[wpaudio url=”″ text=”Nou Se Ayisyen | 5m25s | 120 BPM” dl=”0″]

Disregarding the trite lyrics, I do find a few pleasantries in here. The absence of a keyboard solo is very much appreciated. Introduction of the clavinet pattern [0m48s] is a nice surprise; it’s not at the level ofStevie Wonder’s Superstition, but hey, I don’t want to be too greedy. Again, the parts played by the brass section are decent, but the ensemble just doesn’t sound quite right; the sax solo is not too shabby. For a change, El Pozo did something interesting with his guitar. With some polishing, this track would easily be a favourite. Kisa ki ayisyen an anyway?


Enmène-Moi | 5m37s | 86 BPM

Word has it that Pipo bolted from Nu Look because Arly wouldn’t include this French piece on their last record. The Kréyol refrain “Kore’m la / Chéri pa déplasé / Doudou m’vle ou tchenbé’m fò / Chéri mwen”is fantastic, shower-singing worthy. But of course, don’t expect it to stick around for long because we must always follow the multi-refrain Konpa template. The French “Emmène-moi / Ne me deçois pas” is not bad, but doesn’t register as strongly. Guitar solo is begging to stay in the spotlight, but nope, we need to be treated to more horrific keyboards. A slight deviation from the norm could have turned a good song into something really special. Why can’t Pipo shut up when he’s not required to sing?


Move Siyal | 5m44s | 92 BPM

Vocals: Richie
This number has it all: police sirens, Kréyol rhymes with a bit of English, a bit of Auto-Tune effect on Richie’s voice, a bit of rap, and lots of that 1980s orchestra hit sample. I collected marbles when I was a small boy; Richie has spent his adulthood amassing wealth in musical clichés. I do admire his attempt at bringing a differently flavoured Konpa on this track, but his reliance on son lari guitar and siwel is a letdown. If I’m listening to this in a crowded club, I’ll probably join in on the infectious “Ou ban’m mové siyal” hook [love that female “Ooh”]. In quieter settings, however, it’s too chaotic and has very little to latch on to in the details area.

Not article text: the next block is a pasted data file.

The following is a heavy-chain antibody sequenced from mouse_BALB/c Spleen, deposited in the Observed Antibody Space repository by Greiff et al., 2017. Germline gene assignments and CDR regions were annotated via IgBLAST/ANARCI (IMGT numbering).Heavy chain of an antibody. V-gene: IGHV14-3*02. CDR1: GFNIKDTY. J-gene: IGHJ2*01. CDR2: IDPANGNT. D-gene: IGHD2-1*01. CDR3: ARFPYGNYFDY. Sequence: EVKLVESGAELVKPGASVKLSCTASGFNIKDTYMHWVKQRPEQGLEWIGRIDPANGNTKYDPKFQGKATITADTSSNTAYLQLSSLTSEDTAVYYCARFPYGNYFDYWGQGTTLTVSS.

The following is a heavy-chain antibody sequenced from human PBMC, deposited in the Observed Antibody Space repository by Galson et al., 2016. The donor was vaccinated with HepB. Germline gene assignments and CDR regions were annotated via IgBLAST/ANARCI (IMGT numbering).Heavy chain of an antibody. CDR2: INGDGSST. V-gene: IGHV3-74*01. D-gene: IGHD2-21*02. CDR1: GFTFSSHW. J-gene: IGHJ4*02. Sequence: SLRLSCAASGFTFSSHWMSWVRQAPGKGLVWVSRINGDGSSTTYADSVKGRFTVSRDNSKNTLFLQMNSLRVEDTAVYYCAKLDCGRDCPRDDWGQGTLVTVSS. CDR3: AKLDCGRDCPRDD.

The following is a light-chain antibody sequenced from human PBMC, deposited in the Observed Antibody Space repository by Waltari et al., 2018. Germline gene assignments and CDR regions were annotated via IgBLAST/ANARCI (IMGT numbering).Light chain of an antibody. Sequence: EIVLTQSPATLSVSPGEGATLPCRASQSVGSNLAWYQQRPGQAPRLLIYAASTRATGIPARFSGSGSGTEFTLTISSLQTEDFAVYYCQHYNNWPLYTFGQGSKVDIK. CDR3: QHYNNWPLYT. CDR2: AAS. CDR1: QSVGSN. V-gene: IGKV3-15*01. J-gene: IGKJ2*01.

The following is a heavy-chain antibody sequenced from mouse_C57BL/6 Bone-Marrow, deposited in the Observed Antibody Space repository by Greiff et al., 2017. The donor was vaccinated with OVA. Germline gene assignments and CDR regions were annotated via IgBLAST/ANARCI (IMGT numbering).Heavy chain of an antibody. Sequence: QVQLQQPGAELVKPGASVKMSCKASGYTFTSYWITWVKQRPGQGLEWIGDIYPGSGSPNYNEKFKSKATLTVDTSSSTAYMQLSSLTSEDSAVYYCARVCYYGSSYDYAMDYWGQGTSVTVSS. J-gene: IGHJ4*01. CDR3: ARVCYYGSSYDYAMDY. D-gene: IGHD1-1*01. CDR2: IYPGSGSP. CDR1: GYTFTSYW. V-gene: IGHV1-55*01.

Bootleg | 5m04s | 138 BPM

Vocals: Richie
The 2013 kanaval was held in Richie’s hometown, yes? I reckon this méringue carnavalesque was whipped up for a Cap-Haitien Chérie return that never was. I didn’t care for kanaval as a boy [probably due to mychaloskaphobia]and still despise these wretched songs as an adult.


Bagay 9 (Remix) | 5m42s | 116 BPM

Whether it’s the old version with Ballywood [or is it Hollywood? Haliwoud?]on vocals or this “remix” with Pipo, this is vapid music at its crappiest. Such a waste of recording studio time! I commend folks who manage to enjoy this rubbish. Actually, what I’d really like to do is beat better taste into them, but I’m trying to be a much kinder and gentler human being. [Pis may bròdè!]

:: Caught Up Again In A Habit ::

What’s with the mostly all-female background vocals on these so-called full bands lately? Have Haitian producers given up on trying to get male backing vocals to sound right? Why does Klass choke their mixes with so many badly EQ-ed instrument parts? Did these guys just discover synthesizers? Enposib! Why must these Klass clowns yell out “K-l-a-s-s” or “Klass, it is, baby / Yes, it is, baby” on every song? Une vraie stupidité!